Jerry and Wendy invited me to go with them to Fort Steele. We’d passed it on the way to Fairmont. It’s just over 90 kilometers away, so about an hours drive. Fort Steele was never a true fort and was actually originally named “Galbraith’s Ferry” after the founder, John Galbraith. Gold was discovered in the area in the mid 1800s. Mr. Galbraith operated the only ferry over the Kootenay river for several hundred miles. As a result, he charged incredibly high prices and became quite wealthy as a result.
With all of the gold prospectors rushing in to the area, increasing conflict with the local First Nations people was inevitable. A local miner accused 2 Natives of a murder, which had occurred 3 years prior. They were arrested and the tension between the groups ratcheted up. A North-West Mounted Police unit, headed by Sam Steele was dispatched to the area. He de-escalated the crisis, released the Natives and the people of the town were so grateful they renamed it “Fort Steele” with the fort part due to the fact that the NWMP had a station in the town.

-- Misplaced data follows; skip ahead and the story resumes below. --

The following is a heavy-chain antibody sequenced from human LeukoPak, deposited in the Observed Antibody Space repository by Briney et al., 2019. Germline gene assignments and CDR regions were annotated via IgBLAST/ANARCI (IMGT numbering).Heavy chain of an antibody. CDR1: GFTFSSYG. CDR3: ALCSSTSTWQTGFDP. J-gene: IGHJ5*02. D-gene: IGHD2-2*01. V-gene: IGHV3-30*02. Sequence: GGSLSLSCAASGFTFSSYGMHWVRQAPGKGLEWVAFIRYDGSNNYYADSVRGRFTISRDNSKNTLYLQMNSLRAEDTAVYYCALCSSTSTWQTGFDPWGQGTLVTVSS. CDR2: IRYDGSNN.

By the late 1880s, Fort Steele was growing rapidly and became the favorite location for the Canadian Pacific to build a station. However, due to some behind the scenes wrangling by a man who owned property about 15 kilos to the south, the station was built elsewhere–in a place renamed Cranbrook. As is the case with many towns, the lack of good transportation was a death knell. Many abandoned Fort Steele to move to Cranbrook and soon the Fort was essentially a ghost town with rotting buildings. In the 1960’s, the British Columbian parliament moved to preserve it, and the site has become a living heritage museum. We spent several hours there exploring, and I have the many, many pictures to prove it. I’ve tried to cull them so I’m only showing the most interesting ones, but it’s very hard to decide and you may be pictured out by the time this blog post is done. I have zero regrets. It was a beautiful day, and I’m so glad that Wendy and Jerry invited me!